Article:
• drink bottled water (buy "carbonated" if worried about contaminated "counterfeit" water).
  • maintain good personal hygiene; wash hands regularly and carry hand wipes.

Tropical Diseases Of Contact.

travel safety parasite worms

Schistosomiasis are small parasitic worms found in fresh water in Africa, eastern South America, the Caribbean, the Middle East and southeast Asia.

Eggs from the worm are passed into fresh water from the urine of infected humans where they develope into larvae and invade fresh water snails. Thousands of new parasites are soon being released from the snails which can then penetrate the skin of swimmers.

Some swimmers may notice a local irritation of the skin and some may develope a fever. Others, however, may not show symptoms for months or years. Mature worms eventually invade the bladder or intestine where they cause inflammation and tissue damage and bleeding. Chronic anaemia can result if left untreated.

A particular hotspot is Lake Malawi in Africa where 133 cases were reported among British tourists alone in 1998. Some of these weren't covered by international travel medical insurance.

Leptospirosis is another parasite passed onto humans from the urine of animals and rhodents. It is carried on the surface of water and can enter breaks in the skin and mucous membranes eventually causing liver or renal damage. The fatality rate can be as high as 30 per cent.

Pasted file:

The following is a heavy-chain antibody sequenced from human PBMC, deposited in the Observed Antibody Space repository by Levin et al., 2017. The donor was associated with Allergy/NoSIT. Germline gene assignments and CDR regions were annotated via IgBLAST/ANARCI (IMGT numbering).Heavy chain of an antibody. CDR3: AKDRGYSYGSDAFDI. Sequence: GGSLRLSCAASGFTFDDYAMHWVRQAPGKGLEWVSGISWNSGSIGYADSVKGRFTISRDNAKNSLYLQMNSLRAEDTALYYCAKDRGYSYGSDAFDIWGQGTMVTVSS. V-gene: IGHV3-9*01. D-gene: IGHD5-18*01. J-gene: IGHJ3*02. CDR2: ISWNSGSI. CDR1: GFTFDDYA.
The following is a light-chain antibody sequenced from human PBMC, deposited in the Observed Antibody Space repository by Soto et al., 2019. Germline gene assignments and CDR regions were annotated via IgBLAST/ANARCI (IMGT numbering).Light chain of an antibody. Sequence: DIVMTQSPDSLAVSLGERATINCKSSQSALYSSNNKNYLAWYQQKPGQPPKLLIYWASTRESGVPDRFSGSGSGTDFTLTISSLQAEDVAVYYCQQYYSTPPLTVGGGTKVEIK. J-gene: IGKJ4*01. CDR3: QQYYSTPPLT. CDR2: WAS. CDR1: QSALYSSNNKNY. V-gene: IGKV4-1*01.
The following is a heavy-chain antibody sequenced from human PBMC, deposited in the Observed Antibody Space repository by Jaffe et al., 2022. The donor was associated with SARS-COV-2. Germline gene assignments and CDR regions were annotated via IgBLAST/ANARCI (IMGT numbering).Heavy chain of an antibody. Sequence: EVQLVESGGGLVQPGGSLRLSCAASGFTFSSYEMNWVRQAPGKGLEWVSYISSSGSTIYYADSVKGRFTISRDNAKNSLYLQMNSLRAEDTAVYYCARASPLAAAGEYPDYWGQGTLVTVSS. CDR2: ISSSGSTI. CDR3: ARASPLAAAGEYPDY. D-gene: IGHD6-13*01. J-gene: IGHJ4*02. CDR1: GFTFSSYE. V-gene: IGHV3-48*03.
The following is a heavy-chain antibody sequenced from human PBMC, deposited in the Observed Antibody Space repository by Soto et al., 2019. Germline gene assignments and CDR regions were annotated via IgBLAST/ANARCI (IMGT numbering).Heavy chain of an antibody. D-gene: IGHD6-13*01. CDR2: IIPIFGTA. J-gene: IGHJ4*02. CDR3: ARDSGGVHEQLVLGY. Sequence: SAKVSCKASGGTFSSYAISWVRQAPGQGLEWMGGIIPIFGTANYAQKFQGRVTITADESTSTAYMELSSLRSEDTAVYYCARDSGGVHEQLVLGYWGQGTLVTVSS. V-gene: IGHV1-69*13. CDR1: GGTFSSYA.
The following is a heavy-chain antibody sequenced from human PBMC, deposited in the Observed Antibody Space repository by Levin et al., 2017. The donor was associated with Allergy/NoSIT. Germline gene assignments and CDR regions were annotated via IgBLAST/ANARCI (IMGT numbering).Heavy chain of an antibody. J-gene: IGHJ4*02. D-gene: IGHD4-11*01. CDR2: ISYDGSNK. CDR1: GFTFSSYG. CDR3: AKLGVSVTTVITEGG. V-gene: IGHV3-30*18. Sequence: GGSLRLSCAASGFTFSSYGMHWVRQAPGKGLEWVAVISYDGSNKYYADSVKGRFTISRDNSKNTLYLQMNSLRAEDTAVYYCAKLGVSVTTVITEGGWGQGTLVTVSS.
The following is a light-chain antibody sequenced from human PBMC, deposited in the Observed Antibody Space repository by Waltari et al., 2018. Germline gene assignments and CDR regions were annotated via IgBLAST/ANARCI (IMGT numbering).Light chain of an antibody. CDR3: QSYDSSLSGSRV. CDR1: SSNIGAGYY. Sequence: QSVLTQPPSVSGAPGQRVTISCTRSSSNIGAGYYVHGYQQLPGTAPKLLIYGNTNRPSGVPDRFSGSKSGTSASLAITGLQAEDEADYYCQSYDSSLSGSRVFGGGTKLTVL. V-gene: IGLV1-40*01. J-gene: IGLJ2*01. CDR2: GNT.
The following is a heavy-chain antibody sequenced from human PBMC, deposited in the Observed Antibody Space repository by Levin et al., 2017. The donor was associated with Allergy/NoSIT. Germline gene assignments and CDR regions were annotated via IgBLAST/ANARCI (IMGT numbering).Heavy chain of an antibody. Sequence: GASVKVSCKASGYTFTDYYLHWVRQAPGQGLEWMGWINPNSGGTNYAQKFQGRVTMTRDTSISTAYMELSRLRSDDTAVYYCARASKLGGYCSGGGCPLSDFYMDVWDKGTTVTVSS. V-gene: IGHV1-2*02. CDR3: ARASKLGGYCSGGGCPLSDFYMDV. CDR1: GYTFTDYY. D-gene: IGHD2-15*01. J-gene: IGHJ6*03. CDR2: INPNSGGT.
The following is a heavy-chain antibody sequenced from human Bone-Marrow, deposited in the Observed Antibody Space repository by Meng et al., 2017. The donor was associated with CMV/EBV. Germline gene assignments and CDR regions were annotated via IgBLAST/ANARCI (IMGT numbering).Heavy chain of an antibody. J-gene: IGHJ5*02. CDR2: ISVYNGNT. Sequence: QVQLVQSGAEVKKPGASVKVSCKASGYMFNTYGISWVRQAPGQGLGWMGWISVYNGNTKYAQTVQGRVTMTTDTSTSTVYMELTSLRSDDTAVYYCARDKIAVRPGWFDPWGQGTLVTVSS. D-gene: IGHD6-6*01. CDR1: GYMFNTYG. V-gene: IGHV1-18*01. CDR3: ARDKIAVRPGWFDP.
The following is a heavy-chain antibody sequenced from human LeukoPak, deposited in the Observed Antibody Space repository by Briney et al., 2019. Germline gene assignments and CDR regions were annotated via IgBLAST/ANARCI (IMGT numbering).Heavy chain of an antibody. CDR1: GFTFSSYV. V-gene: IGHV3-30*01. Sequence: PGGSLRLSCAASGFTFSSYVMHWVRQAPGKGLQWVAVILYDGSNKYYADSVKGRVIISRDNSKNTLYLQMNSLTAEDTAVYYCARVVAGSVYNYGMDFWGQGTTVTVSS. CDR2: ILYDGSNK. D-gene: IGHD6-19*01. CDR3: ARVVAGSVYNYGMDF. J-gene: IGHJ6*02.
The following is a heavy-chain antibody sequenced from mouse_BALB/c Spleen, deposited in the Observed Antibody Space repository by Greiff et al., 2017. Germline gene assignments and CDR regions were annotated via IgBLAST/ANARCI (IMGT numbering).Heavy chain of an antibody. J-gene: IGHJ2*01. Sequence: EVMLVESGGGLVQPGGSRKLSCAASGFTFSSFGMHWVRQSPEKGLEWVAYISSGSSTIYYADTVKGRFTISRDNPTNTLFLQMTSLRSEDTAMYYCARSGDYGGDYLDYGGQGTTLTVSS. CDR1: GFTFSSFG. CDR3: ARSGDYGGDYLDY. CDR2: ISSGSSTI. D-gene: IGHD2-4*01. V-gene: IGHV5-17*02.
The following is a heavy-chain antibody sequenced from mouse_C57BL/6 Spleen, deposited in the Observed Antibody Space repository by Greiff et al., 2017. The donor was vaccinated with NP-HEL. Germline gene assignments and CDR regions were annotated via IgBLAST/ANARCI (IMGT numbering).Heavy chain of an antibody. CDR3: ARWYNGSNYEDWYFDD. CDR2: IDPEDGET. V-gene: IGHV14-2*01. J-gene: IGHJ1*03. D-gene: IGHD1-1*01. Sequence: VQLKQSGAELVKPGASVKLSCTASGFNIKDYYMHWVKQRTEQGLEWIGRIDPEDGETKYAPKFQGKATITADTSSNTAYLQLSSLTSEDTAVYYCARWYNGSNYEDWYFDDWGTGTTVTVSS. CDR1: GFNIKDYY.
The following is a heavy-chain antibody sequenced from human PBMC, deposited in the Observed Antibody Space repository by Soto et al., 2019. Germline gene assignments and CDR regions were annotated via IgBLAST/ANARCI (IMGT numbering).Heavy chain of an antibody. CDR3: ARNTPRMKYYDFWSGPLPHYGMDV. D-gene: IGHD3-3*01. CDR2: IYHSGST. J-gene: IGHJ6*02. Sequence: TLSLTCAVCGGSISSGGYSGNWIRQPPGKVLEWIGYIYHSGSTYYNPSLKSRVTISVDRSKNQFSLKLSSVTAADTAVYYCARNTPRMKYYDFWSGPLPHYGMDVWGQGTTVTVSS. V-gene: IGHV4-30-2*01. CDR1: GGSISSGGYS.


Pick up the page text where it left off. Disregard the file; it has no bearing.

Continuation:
Dracunculosis (Guinea worm) can be picked up drinking from contaminated wells. Ascariasis and Tape worm can result from eating poorly prepared food.

And even the beaches aren't safe.

travel safety dog on beach

Just walking barefoot along some beaches exposes you to the risk of picking up hook worms. The worms are parasites of dogs and can pose a problem where the animals have been urinating or defecating.

So what's the moral?

Don't let these potential hazards deter you from travelling... just do it sensibly. Be an informed, savvy traveller.

Don't end up languishing in some foreign hospital bed knowing you're not covered by International Travel Medical Insurance.

VIDEO of the dreaded Amazonian Candiru...

...Also known as the "Vampire" or "Penis" fish.

This is a Health Hazard you really want to stay clear of.